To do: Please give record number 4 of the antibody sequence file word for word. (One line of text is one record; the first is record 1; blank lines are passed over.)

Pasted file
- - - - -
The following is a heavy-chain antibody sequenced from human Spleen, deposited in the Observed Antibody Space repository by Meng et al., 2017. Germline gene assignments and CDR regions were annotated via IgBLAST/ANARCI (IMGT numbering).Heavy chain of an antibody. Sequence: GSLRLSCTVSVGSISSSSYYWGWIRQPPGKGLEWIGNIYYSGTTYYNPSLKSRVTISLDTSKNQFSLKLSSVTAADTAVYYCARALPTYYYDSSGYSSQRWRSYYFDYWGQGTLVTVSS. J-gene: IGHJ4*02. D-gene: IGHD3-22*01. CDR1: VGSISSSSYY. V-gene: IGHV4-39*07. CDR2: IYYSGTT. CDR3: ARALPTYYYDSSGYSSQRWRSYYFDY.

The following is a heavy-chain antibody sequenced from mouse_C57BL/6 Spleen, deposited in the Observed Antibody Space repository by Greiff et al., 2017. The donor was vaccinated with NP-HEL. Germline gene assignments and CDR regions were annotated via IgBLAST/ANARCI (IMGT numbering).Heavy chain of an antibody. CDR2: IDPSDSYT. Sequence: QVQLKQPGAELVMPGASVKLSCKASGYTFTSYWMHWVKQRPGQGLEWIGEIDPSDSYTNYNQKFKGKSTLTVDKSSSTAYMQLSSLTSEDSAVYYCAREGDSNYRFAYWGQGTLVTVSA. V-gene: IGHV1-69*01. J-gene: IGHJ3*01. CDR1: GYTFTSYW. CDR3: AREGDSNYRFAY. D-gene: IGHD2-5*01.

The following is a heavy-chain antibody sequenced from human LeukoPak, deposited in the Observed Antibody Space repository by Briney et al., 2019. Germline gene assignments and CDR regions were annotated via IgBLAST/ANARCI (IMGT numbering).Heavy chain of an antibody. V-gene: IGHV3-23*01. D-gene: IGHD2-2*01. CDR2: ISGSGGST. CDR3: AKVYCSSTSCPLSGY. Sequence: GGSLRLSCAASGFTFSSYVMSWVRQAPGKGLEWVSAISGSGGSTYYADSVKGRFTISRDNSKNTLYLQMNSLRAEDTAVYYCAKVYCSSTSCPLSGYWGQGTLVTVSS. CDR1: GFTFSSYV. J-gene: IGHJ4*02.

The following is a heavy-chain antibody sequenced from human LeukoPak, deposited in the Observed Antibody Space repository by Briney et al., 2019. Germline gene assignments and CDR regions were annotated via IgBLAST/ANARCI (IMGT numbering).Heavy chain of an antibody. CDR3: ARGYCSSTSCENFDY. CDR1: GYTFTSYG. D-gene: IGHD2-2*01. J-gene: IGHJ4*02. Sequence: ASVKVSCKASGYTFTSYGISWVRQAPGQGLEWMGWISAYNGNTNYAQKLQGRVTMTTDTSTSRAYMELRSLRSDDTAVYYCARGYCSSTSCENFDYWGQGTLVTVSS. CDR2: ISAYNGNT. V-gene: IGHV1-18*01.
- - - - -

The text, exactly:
The following is a heavy-chain antibody sequenced from human LeukoPak, deposited in the Observed Antibody Space repository by Briney et al., 2019. Germline gene assignments and CDR regions were annotated via IgBLAST/ANARCI (IMGT numbering).Heavy chain of an antibody. CDR3: ARGYCSSTSCENFDY. CDR1: GYTFTSYG. D-gene: IGHD2-2*01. J-gene: IGHJ4*02. Sequence: ASVKVSCKASGYTFTSYGISWVRQAPGQGLEWMGWISAYNGNTNYAQKLQGRVTMTTDTSTSRAYMELRSLRSDDTAVYYCARGYCSSTSCENFDYWGQGTLVTVSS. CDR2: ISAYNGNT. V-gene: IGHV1-18*01.